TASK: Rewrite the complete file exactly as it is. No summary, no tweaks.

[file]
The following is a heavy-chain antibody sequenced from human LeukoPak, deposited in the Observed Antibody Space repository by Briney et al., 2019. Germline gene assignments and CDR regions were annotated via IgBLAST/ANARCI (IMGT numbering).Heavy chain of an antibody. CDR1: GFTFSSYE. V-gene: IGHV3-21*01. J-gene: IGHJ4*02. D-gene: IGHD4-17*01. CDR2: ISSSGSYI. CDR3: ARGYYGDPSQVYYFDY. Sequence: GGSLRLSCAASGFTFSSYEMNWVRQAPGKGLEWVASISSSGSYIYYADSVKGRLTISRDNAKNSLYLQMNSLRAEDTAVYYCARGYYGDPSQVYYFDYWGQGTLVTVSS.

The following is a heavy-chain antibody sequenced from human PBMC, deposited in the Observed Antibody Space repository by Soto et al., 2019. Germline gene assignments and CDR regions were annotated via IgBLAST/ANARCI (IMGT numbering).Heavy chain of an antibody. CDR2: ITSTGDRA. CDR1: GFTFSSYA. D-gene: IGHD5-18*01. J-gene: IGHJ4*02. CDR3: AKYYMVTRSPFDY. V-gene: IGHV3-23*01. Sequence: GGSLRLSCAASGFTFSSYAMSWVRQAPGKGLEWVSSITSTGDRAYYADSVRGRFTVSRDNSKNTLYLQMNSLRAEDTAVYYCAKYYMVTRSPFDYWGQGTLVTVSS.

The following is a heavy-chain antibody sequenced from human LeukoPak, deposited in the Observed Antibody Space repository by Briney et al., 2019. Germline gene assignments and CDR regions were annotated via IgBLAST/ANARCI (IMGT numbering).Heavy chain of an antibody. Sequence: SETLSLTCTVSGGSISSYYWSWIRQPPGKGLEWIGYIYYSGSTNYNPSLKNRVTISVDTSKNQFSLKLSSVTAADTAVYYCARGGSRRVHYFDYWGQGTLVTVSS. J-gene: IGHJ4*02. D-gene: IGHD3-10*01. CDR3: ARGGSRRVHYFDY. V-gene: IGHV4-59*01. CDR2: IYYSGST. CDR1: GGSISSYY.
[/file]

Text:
The following is a heavy-chain antibody sequenced from human LeukoPak, deposited in the Observed Antibody Space repository by Briney et al., 2019. Germline gene assignments and CDR regions were annotated via IgBLAST/ANARCI (IMGT numbering).Heavy chain of an antibody. CDR1: GFTFSSYE. V-gene: IGHV3-21*01. J-gene: IGHJ4*02. D-gene: IGHD4-17*01. CDR2: ISSSGSYI. CDR3: ARGYYGDPSQVYYFDY. Sequence: GGSLRLSCAASGFTFSSYEMNWVRQAPGKGLEWVASISSSGSYIYYADSVKGRLTISRDNAKNSLYLQMNSLRAEDTAVYYCARGYYGDPSQVYYFDYWGQGTLVTVSS.

The following is a heavy-chain antibody sequenced from human PBMC, deposited in the Observed Antibody Space repository by Soto et al., 2019. Germline gene assignments and CDR regions were annotated via IgBLAST/ANARCI (IMGT numbering).Heavy chain of an antibody. CDR2: ITSTGDRA. CDR1: GFTFSSYA. D-gene: IGHD5-18*01. J-gene: IGHJ4*02. CDR3: AKYYMVTRSPFDY. V-gene: IGHV3-23*01. Sequence: GGSLRLSCAASGFTFSSYAMSWVRQAPGKGLEWVSSITSTGDRAYYADSVRGRFTVSRDNSKNTLYLQMNSLRAEDTAVYYCAKYYMVTRSPFDYWGQGTLVTVSS.

The following is a heavy-chain antibody sequenced from human LeukoPak, deposited in the Observed Antibody Space repository by Briney et al., 2019. Germline gene assignments and CDR regions were annotated via IgBLAST/ANARCI (IMGT numbering).Heavy chain of an antibody. Sequence: SETLSLTCTVSGGSISSYYWSWIRQPPGKGLEWIGYIYYSGSTNYNPSLKNRVTISVDTSKNQFSLKLSSVTAADTAVYYCARGGSRRVHYFDYWGQGTLVTVSS. J-gene: IGHJ4*02. D-gene: IGHD3-10*01. CDR3: ARGGSRRVHYFDY. V-gene: IGHV4-59*01. CDR2: IYYSGST. CDR1: GGSISSYY.